“Authenticity”, By Jan Pepino, Fiat Ventures

Thirty-second Sunday of Ordinary Time

As the calendar year slowly approaches its end, a recurring thought pops up in my head. “How will my Instagram top 9 look like this year?” Crazy, I know. There are so many other things I could be thinking about, yet this simple thought keeps popping up in my head, like those annoying ads for articles like “What Do Doctors Say About This New Miracle Fruit?” It’s not important, yet still intriguing enough to catch my attention. I go to my Instagram page and scroll through old posts, only to realize that I haven’t actually posted anything in quite a while, I’ve been so busy. I joke around with my wife and say maybe if I post pictures from our recent vacation, then I’d still be able to make it. But am I really joking though?

A recent report came out about Facebook regarding their response to the effect of social media on teens. The company has conducted research about Instagram and found adverse effects on some teenagers’ mental health. Some teens who use Instagram admitted to having lower self-esteem as a direct result of what they see on social media. They compared their lives to the “seemingly perfect” lives of other users and as a result, they felt that their lives weren’t as interesting as their peers. Instagram has a way of showcasing curated content, making it seem like users are living their dream lives. Though, in reality, no one is seeing anything authentic and real from people on this platform. It has cultivated a culture where we only post things to make our lives seem perfect in order to gain likes and attention.

Reflecting on my own humanity, I realize that I also fell victim to this mindset. Motivated by my wanting to feel seen and accepted, I post things for people in order to gain validation. Instead of being happy with the way God created me, I try to perfect an image to please other people. After seeing this Sunday’s readings though, a sense of hope surged within me.

Jesus warns his followers about the scribes and their performative works of faith. The scribes are seen at seats of honor at synagogues and banquets and would say lengthy forms of prayer. Jesus then proceeds to say that the poor widow who offered what little money she had, contributed more than the rich people who put in large sums.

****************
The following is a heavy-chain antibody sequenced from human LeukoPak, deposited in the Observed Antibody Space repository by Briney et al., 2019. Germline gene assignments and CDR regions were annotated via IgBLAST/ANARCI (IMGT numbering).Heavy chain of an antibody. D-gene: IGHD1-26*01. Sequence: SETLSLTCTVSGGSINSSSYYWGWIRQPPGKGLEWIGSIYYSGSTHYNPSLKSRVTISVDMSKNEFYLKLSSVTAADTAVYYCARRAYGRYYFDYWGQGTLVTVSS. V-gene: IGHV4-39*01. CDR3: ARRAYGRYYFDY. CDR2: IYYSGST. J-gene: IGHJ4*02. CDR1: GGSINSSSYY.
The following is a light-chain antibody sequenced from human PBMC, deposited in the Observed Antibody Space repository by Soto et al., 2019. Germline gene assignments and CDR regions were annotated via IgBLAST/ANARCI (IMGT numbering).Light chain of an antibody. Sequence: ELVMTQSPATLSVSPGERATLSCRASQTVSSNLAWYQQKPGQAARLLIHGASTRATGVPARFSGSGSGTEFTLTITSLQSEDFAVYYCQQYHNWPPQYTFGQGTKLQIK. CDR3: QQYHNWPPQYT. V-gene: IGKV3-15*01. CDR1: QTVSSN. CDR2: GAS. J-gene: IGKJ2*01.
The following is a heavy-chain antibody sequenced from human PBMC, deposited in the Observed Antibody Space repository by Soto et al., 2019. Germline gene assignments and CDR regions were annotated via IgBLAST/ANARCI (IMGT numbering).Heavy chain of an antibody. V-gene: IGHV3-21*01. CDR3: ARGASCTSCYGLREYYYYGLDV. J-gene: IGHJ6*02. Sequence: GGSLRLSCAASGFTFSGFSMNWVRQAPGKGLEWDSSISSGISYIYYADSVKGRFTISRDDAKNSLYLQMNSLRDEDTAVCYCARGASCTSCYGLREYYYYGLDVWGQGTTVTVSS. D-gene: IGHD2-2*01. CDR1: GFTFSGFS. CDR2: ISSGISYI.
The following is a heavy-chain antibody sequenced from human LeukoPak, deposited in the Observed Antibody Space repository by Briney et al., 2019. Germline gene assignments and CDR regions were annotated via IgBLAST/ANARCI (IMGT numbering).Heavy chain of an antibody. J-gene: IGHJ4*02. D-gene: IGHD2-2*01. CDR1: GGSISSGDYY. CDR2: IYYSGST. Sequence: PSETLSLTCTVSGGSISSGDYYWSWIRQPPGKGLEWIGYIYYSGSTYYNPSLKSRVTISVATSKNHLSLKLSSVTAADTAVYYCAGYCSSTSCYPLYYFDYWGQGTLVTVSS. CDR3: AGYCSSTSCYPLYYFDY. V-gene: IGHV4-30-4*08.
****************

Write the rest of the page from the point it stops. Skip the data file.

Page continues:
As humans, we all yearn for a sense of belonging and acceptance. In this week’s Gospel, we see people trying to earn recognition by putting a lot of money in the treasury. I was able to see myself in the shoes of these wealthy people. Instead of reflecting on what I had and the things that God has given me, I sometimes choose to put on a front and show people that I’m doing a lot better than how I’m really feeling. Choosing to post superficial things, thinking that this is the only way that people will like my posts. God, however, works in ways that we sometimes can’t comprehend.

Maybe this week, God is calling us to reconsider how we carry ourselves in public and really think about what we post on social media. What if he’s calling us to repost that prayer or maybe share a picture of something that will draw people closer to him. Instead of aiming to post something to get the most likes, what if we post something that might speak to others of his love and mercy? Instead of chasing followers and likes, let’s encourage each other to continue to follow Jesus. To be ourselves and to love with authenticity, just like he did, and will continue to do for us. Let’s pursue Jesus with our whole hearts, until our distractions fade, and he alone is enough.

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